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UBC Theses and Dissertations

Cognitive orientation to occupational performance : effect on brain structure/function and motor outcomes in children with developmental coordination disorder Izadi-Najafabadi, Sara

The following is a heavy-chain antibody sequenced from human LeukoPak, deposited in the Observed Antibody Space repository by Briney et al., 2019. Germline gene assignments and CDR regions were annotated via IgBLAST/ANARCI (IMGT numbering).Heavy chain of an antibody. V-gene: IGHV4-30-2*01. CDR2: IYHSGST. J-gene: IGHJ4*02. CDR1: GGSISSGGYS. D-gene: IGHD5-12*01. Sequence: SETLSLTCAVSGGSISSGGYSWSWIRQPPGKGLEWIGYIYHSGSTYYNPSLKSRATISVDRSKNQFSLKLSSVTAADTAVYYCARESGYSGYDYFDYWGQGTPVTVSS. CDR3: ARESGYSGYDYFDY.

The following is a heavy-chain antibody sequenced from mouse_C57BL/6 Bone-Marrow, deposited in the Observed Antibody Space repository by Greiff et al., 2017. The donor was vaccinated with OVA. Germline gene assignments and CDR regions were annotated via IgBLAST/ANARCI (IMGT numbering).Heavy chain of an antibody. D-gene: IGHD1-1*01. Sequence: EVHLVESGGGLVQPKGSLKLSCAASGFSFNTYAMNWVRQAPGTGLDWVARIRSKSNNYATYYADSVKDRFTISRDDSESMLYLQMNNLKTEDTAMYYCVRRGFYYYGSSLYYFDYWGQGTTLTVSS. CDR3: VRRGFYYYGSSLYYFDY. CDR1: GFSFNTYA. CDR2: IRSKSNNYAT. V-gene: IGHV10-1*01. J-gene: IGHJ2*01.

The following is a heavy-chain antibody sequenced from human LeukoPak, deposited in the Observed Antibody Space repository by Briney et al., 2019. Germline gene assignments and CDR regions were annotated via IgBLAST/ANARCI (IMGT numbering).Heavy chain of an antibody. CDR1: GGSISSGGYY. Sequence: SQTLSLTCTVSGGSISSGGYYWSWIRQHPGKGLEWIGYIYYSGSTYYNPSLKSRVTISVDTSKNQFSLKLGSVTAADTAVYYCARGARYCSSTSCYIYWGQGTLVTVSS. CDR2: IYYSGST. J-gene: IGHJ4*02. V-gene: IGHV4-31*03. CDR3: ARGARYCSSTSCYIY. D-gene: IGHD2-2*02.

Children with developmental coordination disorder (DCD) have difficulty learning motor skills, which can affect their participation in activities of daily living and psychosocial well-being. Over 50% of children with DCD also have attention deficit hyperactivity disorder (ADHD), which further exacerbates their motor function and quality of life. Cognitive Orientation to Occupational Performance (CO-OP), a rehabilitation approach developed for children with DCD, uses problem-solving strategies to help children learn motor skills they wish to achieve. While this approach has been effective for children with DCD, few studies have examined its effectiveness for children with co-occurring ADHD. Further, the underlying mechanisms of this intervention are unknown. In this randomized waitlist-controlled trial (ClinicalTrials.gov ID: NCT02597751), I used MRI and motor outcome measures to determine whether CO-OP intervention: (1) was effective in improving motor goals in children with DCD +/- ADHD; (2) induced changes in functional connectivity of the brain; and (3) promoted positive neuroplastic changes in white matter microstructure. Thirty-seven children with DCD and 41 children with DCD+ADHD, aged 8-12 years old, were randomized to treatment or waitlist groups at their first MRI. The treatment group began the intervention after their MRI scan and pre-assessment, and returned for a post-treatment assessment/scan at 3 months, and a follow-up scan at 6 months; the waitlist group waited 3 months before their second MRI, received intervention, and then had a post-treatment assessment and MRI scan. Results showed that CO-OP is effective for children with DCD +/- ADHD, in achieving functional motor goals. Neuroimaging results showed improved functional connectivity within the default mode network (DMN) as well as improved microstructural properties in the white matter underlying the DMN in children with DCD only. However, there was a lack of transfer to other motor skills and brain changes in children with DCD+ADHD. Given the role of the DMN in self-regulation, emotion regulation, and attention regulation and in accordance with cognitive models of motor learning, I suggest that these cognitive processes may underlie motor skills improvement after CO-OP in children with DCD. Modifications to the CO-OP protocol may be required to induce similar brain changes in children with DCD+ADHD.

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